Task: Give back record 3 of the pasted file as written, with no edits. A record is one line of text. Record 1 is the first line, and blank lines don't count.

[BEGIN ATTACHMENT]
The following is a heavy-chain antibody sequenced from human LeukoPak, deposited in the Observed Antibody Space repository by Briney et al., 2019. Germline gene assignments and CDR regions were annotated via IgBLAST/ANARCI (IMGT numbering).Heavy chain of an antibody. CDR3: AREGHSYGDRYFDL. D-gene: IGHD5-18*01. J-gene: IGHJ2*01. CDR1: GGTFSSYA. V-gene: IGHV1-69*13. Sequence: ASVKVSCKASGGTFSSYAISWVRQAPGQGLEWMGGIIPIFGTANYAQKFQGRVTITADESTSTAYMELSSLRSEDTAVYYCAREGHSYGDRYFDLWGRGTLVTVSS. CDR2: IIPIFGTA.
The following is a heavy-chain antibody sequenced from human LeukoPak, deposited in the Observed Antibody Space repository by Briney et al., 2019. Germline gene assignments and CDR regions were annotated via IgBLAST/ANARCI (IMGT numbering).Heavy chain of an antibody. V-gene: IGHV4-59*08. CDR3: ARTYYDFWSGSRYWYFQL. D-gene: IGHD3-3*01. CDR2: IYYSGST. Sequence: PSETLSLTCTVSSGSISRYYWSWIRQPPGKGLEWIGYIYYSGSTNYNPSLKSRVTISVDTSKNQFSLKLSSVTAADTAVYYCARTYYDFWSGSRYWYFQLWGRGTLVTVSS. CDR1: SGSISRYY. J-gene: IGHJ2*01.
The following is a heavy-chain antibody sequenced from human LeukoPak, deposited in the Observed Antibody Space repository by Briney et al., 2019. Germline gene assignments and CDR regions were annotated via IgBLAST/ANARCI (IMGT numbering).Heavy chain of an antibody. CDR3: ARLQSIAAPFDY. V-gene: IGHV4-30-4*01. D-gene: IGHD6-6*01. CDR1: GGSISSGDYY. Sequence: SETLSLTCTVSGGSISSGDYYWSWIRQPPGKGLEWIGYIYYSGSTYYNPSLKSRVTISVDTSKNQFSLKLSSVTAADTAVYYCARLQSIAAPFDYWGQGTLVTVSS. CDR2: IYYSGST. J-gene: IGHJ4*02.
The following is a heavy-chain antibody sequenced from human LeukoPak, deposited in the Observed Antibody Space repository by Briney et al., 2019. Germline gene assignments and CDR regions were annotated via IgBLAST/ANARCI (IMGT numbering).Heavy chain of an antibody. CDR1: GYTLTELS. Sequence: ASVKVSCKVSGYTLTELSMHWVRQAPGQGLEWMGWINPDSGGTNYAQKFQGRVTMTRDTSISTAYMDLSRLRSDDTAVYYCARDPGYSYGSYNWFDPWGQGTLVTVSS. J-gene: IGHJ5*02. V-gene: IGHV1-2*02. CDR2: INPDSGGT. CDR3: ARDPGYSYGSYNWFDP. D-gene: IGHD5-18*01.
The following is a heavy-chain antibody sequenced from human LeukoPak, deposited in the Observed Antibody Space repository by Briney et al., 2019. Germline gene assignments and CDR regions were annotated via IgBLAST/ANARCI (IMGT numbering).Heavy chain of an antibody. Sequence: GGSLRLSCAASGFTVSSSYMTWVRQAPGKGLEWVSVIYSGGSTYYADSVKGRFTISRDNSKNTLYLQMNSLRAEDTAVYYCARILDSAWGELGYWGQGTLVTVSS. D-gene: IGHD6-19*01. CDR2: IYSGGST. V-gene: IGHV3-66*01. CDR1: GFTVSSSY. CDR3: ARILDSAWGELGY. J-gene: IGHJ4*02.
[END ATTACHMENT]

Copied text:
The following is a heavy-chain antibody sequenced from human LeukoPak, deposited in the Observed Antibody Space repository by Briney et al., 2019. Germline gene assignments and CDR regions were annotated via IgBLAST/ANARCI (IMGT numbering).Heavy chain of an antibody. CDR3: ARLQSIAAPFDY. V-gene: IGHV4-30-4*01. D-gene: IGHD6-6*01. CDR1: GGSISSGDYY. Sequence: SETLSLTCTVSGGSISSGDYYWSWIRQPPGKGLEWIGYIYYSGSTYYNPSLKSRVTISVDTSKNQFSLKLSSVTAADTAVYYCARLQSIAAPFDYWGQGTLVTVSS. CDR2: IYYSGST. J-gene: IGHJ4*02.